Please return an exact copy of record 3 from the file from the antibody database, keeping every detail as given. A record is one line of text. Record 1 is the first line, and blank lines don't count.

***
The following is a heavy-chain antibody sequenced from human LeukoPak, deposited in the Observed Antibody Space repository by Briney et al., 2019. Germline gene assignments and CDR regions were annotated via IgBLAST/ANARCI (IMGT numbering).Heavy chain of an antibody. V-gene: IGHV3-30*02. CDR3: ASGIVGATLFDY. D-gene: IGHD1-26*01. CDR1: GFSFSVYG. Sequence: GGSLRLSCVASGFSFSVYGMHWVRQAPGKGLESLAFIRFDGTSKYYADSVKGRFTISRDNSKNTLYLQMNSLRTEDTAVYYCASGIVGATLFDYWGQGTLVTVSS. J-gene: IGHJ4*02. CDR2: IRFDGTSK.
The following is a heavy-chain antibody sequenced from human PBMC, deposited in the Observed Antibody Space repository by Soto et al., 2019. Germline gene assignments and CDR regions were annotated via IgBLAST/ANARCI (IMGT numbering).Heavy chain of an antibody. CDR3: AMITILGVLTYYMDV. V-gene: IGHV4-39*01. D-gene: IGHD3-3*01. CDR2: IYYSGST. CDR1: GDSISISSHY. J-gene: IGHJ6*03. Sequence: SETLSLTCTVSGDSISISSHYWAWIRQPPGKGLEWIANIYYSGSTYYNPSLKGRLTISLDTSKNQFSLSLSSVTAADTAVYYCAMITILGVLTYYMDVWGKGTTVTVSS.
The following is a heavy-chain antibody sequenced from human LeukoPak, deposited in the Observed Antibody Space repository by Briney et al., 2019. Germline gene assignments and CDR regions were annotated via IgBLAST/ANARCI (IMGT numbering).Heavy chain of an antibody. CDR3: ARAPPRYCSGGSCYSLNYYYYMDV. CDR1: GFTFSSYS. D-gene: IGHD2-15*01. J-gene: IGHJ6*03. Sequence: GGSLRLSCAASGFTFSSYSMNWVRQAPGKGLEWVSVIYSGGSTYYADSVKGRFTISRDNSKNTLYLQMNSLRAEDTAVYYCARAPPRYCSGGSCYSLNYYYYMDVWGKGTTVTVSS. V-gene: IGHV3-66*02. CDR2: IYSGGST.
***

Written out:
The following is a heavy-chain antibody sequenced from human LeukoPak, deposited in the Observed Antibody Space repository by Briney et al., 2019. Germline gene assignments and CDR regions were annotated via IgBLAST/ANARCI (IMGT numbering).Heavy chain of an antibody. CDR3: ARAPPRYCSGGSCYSLNYYYYMDV. CDR1: GFTFSSYS. D-gene: IGHD2-15*01. J-gene: IGHJ6*03. Sequence: GGSLRLSCAASGFTFSSYSMNWVRQAPGKGLEWVSVIYSGGSTYYADSVKGRFTISRDNSKNTLYLQMNSLRAEDTAVYYCARAPPRYCSGGSCYSLNYYYYMDVWGKGTTVTVSS. V-gene: IGHV3-66*02. CDR2: IYSGGST.